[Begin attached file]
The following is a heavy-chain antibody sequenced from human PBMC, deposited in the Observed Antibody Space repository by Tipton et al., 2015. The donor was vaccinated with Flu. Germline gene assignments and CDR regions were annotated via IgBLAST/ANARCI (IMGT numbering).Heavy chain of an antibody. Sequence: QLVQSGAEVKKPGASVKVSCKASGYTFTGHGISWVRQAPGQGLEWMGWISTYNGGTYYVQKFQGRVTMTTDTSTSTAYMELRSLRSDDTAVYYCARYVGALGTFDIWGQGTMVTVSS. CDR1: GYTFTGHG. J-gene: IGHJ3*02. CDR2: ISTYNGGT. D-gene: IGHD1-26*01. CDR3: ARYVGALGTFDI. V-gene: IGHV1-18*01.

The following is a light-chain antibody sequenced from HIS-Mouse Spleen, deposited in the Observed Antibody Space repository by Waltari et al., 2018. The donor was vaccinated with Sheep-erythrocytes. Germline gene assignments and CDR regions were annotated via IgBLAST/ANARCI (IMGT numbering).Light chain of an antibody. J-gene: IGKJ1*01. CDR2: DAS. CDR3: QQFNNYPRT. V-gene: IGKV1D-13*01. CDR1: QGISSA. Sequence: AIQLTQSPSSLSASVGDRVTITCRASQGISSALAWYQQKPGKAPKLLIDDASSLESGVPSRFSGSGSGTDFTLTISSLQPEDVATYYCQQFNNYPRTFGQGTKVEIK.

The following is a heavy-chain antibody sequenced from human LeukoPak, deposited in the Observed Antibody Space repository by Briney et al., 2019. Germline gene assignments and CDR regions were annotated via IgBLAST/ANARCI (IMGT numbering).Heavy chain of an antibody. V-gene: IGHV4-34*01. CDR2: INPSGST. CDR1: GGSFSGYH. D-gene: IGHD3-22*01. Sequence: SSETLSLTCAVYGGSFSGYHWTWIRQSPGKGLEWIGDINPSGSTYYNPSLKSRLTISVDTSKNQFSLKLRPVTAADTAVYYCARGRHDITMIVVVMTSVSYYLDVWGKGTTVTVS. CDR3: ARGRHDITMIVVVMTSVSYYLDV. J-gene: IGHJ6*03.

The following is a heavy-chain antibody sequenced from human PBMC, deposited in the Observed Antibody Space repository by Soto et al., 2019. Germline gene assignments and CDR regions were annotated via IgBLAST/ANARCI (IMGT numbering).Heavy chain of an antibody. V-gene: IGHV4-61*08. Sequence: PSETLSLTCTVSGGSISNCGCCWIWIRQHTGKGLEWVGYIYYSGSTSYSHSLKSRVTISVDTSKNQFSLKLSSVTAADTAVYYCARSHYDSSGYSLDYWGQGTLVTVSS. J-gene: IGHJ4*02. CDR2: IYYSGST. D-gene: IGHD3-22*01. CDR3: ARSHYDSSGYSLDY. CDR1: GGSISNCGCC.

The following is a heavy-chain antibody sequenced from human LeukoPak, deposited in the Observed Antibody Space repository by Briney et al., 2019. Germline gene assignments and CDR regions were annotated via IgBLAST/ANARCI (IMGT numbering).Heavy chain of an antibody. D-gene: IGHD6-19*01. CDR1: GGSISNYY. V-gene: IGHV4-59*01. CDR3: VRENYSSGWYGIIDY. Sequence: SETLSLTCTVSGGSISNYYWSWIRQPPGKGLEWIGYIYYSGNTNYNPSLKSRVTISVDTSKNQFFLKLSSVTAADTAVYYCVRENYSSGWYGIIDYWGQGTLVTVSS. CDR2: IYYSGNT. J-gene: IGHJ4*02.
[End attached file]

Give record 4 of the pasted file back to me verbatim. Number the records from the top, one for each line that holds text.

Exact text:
The following is a heavy-chain antibody sequenced from human PBMC, deposited in the Observed Antibody Space repository by Soto et al., 2019. Germline gene assignments and CDR regions were annotated via IgBLAST/ANARCI (IMGT numbering).Heavy chain of an antibody. V-gene: IGHV4-61*08. Sequence: PSETLSLTCTVSGGSISNCGCCWIWIRQHTGKGLEWVGYIYYSGSTSYSHSLKSRVTISVDTSKNQFSLKLSSVTAADTAVYYCARSHYDSSGYSLDYWGQGTLVTVSS. J-gene: IGHJ4*02. CDR2: IYYSGST. D-gene: IGHD3-22*01. CDR3: ARSHYDSSGYSLDY. CDR1: GGSISNCGCC.